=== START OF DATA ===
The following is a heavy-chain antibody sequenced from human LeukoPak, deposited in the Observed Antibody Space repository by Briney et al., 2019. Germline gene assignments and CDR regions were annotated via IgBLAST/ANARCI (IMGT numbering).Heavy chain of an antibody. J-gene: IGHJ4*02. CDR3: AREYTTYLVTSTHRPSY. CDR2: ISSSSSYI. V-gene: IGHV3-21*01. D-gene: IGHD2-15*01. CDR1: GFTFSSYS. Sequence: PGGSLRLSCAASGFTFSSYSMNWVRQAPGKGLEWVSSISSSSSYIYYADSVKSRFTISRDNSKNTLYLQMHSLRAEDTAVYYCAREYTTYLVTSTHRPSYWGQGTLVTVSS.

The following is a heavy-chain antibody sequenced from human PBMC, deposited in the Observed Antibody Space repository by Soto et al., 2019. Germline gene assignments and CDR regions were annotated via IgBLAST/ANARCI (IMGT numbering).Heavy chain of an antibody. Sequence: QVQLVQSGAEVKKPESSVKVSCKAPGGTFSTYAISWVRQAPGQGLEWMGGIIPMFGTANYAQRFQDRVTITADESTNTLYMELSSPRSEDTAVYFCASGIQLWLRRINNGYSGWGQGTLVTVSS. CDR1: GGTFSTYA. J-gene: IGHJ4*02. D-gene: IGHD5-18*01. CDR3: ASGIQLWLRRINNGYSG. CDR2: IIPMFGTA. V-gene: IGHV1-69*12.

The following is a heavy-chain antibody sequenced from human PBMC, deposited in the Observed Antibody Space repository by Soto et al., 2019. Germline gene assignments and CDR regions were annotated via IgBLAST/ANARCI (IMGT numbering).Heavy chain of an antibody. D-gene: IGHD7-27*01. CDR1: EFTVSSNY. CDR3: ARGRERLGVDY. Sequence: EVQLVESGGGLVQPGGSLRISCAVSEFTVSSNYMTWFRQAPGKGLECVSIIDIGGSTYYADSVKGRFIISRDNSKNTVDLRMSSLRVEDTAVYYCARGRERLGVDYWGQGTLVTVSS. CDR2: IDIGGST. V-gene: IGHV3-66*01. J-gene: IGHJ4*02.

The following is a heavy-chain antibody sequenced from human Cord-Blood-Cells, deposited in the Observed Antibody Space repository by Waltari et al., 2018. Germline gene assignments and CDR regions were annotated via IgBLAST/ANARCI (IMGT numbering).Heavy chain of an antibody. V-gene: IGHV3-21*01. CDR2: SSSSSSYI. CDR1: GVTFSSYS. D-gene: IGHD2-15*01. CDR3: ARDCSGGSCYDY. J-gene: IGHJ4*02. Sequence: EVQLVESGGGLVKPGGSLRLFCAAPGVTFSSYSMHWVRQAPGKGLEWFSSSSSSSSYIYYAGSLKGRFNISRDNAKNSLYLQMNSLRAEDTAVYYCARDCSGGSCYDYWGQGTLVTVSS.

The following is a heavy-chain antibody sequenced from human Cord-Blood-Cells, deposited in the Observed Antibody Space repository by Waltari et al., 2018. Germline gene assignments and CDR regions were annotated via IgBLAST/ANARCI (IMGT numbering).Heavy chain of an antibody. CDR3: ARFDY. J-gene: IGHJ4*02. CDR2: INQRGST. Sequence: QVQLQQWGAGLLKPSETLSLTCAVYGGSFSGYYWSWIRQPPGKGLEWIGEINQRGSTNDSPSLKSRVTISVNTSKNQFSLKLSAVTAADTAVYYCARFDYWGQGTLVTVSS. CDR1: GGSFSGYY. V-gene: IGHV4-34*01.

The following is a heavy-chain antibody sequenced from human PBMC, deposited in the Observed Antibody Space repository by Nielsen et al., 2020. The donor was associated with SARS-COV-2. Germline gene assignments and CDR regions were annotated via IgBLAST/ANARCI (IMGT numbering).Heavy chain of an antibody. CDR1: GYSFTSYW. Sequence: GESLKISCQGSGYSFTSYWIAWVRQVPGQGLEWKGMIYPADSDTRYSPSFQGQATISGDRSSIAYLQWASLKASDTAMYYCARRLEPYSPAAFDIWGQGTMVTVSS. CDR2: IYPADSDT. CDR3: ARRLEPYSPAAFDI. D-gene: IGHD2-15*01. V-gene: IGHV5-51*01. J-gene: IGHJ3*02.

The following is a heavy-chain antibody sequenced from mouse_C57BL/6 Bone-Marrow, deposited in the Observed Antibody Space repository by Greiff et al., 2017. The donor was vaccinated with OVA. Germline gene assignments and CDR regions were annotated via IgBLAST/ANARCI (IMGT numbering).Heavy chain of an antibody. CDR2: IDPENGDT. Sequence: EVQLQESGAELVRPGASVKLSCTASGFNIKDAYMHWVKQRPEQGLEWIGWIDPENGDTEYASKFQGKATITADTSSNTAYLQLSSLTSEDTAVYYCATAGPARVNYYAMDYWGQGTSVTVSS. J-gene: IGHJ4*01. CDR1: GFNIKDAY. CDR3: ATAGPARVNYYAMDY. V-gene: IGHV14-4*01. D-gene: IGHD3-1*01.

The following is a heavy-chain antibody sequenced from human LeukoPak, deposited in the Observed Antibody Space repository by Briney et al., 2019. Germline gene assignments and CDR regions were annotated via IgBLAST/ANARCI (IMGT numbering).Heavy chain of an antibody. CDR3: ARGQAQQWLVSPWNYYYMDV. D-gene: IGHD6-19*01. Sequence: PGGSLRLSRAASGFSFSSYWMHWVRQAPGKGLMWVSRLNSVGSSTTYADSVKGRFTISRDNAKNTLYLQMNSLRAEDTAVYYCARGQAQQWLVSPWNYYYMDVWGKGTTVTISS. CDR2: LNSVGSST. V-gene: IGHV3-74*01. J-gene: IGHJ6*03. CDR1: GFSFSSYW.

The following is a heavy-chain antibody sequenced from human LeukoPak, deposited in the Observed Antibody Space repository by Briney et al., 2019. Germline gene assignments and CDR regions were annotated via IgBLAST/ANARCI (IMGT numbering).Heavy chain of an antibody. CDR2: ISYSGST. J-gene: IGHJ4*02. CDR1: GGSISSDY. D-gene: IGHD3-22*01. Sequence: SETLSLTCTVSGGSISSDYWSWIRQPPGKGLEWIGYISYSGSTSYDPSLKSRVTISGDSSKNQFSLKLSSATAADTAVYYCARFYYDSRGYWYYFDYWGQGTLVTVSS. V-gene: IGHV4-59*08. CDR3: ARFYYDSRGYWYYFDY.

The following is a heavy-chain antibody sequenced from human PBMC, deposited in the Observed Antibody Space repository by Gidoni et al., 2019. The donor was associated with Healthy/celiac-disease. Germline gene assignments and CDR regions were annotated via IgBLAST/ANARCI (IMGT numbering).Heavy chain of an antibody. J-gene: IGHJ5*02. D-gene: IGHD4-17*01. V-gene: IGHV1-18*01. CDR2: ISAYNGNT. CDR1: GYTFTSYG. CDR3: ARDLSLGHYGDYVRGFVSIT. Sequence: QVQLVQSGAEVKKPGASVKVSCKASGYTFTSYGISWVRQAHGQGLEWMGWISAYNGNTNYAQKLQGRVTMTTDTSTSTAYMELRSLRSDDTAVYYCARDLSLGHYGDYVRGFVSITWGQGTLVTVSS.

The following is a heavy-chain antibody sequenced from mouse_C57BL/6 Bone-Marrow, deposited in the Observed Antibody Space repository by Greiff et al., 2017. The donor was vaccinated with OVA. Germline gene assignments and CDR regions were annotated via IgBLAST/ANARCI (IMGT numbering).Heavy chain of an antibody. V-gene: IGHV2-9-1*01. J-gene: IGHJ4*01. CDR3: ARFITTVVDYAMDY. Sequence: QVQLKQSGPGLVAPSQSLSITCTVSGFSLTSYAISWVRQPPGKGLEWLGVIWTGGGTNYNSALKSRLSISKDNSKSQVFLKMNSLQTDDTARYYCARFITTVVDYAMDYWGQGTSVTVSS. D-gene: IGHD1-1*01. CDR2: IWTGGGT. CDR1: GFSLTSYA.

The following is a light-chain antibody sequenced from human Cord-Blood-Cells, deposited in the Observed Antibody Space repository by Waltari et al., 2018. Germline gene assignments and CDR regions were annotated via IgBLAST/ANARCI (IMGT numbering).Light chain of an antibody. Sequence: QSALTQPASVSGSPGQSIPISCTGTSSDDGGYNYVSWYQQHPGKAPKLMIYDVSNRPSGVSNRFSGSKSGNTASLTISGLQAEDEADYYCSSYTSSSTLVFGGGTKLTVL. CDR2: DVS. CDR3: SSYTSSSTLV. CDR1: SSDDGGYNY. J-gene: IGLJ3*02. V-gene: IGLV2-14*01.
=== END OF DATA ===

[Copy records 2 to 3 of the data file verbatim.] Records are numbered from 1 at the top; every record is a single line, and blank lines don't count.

The following is a heavy-chain antibody sequenced from human PBMC, deposited in the Observed Antibody Space repository by Soto et al., 2019. Germline gene assignments and CDR regions were annotated via IgBLAST/ANARCI (IMGT numbering).Heavy chain of an antibody. Sequence: QVQLVQSGAEVKKPESSVKVSCKAPGGTFSTYAISWVRQAPGQGLEWMGGIIPMFGTANYAQRFQDRVTITADESTNTLYMELSSPRSEDTAVYFCASGIQLWLRRINNGYSGWGQGTLVTVSS. CDR1: GGTFSTYA. J-gene: IGHJ4*02. D-gene: IGHD5-18*01. CDR3: ASGIQLWLRRINNGYSG. CDR2: IIPMFGTA. V-gene: IGHV1-69*12.

The following is a heavy-chain antibody sequenced from human PBMC, deposited in the Observed Antibody Space repository by Soto et al., 2019. Germline gene assignments and CDR regions were annotated via IgBLAST/ANARCI (IMGT numbering).Heavy chain of an antibody. D-gene: IGHD7-27*01. CDR1: EFTVSSNY. CDR3: ARGRERLGVDY. Sequence: EVQLVESGGGLVQPGGSLRISCAVSEFTVSSNYMTWFRQAPGKGLECVSIIDIGGSTYYADSVKGRFIISRDNSKNTVDLRMSSLRVEDTAVYYCARGRERLGVDYWGQGTLVTVSS. CDR2: IDIGGST. V-gene: IGHV3-66*01. J-gene: IGHJ4*02.